Russia's Regions: Income Volatility, Labour Mobility and Fiscal Policy
AbstractRussia's regions are heavily exposed to regional income shocks because of an uneven distribution of natural resources and a Soviet legacy of heavily skewed regional specialization. Also, Russia has a limited mobility of labour and lacks fiscal instruments to deal with regional shocks. We assess how these features influence the magnitude and persistence of regional income shocks, through a panel vector auto-regression, drawing on extensive and unique regional data covering the last decade. We find that labour mobility associated with regional shocks is far lower than in the US yet higher than in the EU-15, and that regional expenditures tend to expand in booms and contract in recessions. We discuss institutional factors behind these outcomes and policy implications.
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Bibliographic InfoPaper provided by C.E.P.R. Discussion Papers in its series CEPR Discussion Papers with number 5265.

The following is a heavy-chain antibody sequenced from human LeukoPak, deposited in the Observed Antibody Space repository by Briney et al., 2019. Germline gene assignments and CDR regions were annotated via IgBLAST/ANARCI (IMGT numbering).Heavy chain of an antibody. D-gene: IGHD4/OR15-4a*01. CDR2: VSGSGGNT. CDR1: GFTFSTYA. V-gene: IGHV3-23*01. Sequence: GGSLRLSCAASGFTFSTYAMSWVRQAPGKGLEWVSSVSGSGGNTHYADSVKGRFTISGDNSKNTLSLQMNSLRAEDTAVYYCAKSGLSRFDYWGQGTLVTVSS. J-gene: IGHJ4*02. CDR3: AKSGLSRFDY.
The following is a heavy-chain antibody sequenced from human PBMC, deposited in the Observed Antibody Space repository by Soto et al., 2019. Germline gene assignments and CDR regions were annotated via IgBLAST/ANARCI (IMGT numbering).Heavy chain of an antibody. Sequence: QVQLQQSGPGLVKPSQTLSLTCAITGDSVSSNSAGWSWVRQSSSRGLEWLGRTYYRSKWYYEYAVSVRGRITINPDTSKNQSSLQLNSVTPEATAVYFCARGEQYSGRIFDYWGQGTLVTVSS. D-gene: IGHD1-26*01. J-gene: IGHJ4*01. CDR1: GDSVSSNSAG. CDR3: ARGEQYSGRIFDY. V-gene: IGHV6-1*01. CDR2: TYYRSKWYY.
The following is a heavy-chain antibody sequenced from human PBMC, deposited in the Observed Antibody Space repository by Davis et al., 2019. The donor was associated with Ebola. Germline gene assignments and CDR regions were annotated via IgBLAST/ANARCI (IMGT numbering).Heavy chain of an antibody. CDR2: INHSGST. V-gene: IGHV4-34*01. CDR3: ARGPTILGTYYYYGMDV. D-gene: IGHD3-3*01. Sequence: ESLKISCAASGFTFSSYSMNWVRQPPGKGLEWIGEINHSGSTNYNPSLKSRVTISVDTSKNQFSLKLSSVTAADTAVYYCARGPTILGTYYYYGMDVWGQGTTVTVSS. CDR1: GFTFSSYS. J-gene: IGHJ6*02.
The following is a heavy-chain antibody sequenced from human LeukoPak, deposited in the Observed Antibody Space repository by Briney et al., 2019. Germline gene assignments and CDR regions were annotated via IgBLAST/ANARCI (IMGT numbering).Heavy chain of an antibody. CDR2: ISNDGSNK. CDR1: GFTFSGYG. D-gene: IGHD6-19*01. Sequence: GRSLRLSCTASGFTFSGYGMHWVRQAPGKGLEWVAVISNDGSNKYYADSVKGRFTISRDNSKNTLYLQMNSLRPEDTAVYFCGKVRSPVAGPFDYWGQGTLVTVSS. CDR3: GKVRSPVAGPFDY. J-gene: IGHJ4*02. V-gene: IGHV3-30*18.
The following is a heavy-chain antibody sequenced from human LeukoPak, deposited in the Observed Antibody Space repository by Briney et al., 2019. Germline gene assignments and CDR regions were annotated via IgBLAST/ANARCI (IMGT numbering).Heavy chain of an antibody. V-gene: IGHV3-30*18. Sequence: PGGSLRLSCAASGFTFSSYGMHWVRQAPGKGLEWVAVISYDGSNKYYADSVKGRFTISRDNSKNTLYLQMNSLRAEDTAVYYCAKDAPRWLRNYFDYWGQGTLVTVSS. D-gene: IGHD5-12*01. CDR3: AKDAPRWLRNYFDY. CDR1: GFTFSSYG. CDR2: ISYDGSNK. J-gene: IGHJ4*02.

Date of creation: Oct 2005
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Find related papers by JEL classification:
- C33 - Mathematical and Quantitative Methods - - Multiple or Simultaneous Equation Models; Multiple Variables - - - Models with Panel Data; Spatio-temporal Models
- E62 - Macroeconomics and Monetary Economics - - Macroeconomic Policy, Macroeconomic Aspects of Public Finance, and General Outlook - - - Fiscal Policy
- H77 - Public Economics - - State and Local Government; Intergovernmental Relations - - - Intergovernmental Relations; Federalism
- J61 - Labor and Demographic Economics - - Mobility, Unemployment, Vacancies, and Immigrant Workers - - - Geographic Labor Mobility; Immigrant Workers
- P52 - Economic Systems - - Comparative Economic Systems - - - Comparative Studies of Particular Economies
This paper has been announced in the following NEP Reports:
- NEP-ALL-2005-12-09 (All new papers)
- NEP-GEO-2005-12-09 (Economic Geography)
- NEP-MAC-2005-12-09 (Macroeconomics)
- NEP-PBE-2005-12-09 (Public Economics)
- NEP-TRA-2005-12-09 (Transition Economics)
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